The period from 2019 to 2020 is critical in determining whether the World Trade Organization (WTO), tasked with eliminating capacity-enhancing fisheries subsidies, can deliver to the world an agreement that will discipline subsidies that lead to overfishing. Here, following extensive data collection efforts, we present an update of the current scope, amount and analysis of the level of subsidisation of the fisheries sector worldwide. We estimate global fisheries subsidies at USD 35.4 billion in 2018, of which capacity-enhancing subsidies are USD 22.2 billion. The top five subsidising political entities (China, European Union, USA, Republic of Korea and Japan) contribute 58% (USD 20.5 billion) of the total estimated subsidy. The updated global figure has decreased since the most recent previous estimate from 2009, of USD 41.4 billion in 2018 constant dollars. The difference between these two estimates can be largely explained by improvements in methodology and the difference in the actual amount of subsidies provided. Thus, we consider direct statistical comparison of these numbers to be inappropriate. Having said that, the difference between the estimates suggest that the increase in fisheries subsidies provided in the preceding decades may have halted. Still, the bulk of harmful ‘capacity-enhancing’ subsidies, particularly those for fossil fuels have actually increased as a proportion of total subsidies. As such, for the benefit of marine ecosystems, and current and future generations of people, all hands must be on deck in helping the WTO reach a meaningful agreement to discipline subsidies that lead to overcapacity and overfishing.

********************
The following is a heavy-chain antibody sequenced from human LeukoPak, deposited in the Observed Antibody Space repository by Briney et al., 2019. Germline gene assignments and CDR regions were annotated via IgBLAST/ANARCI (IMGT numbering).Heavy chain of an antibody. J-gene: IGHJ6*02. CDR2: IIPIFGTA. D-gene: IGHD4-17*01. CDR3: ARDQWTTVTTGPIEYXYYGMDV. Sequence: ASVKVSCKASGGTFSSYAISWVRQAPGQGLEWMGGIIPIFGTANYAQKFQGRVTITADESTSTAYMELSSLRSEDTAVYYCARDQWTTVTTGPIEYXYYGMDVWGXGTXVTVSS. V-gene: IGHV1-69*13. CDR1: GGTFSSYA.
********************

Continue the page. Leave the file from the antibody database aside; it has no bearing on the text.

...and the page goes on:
Managing fisheries to meet social, economic and ecological objectives is a fundamental problem encountered in fisheries management worldwide. In Australia, fisheries management involves a complex set of national and sub-national policy arrangements, including those designed to deliver against ecologically sustainable development (ESD) objectives. The complex policy framework makes ensuring policy coherence and avoiding unintended consequences difficult, particularly where potential trade-offs are not made explicit. Coherence, or potential policy weakness, of Australian fisheries management in relation to ESD objectives was examined in a subset of Australian wild capture fisheries, at national and jurisdictional scales. Coherent policy frameworks with ESD objectives were found to be more likely at the legislative-level across jurisdictions (horizontal coherence), than other levels of implementation. Many fisheries had problems demonstrating coherence between legislation and management plans due to lack of inclusion of ESD policy themes at management and operational levels. Case studies revealed substantial variation in the likelihood for horizontal and vertical coherence between fisheries policy frameworks managing the same species. The lack of explicit ESD objectives observed in many Australian fisheries suggests a high likelihood of incoherence in fisheries management, or alternatively that managers may be informally persuing higher levels of policy coordination and coherence than can be detected. Lack of detectability of coherence is problematic for demonstrating accountability and transparency in decision-making and public policy. Furthermore, use of discretion by managers when developing management plans, in order to overcome policy weakness, may lead to drifts in individual management direction within a jurisdiction.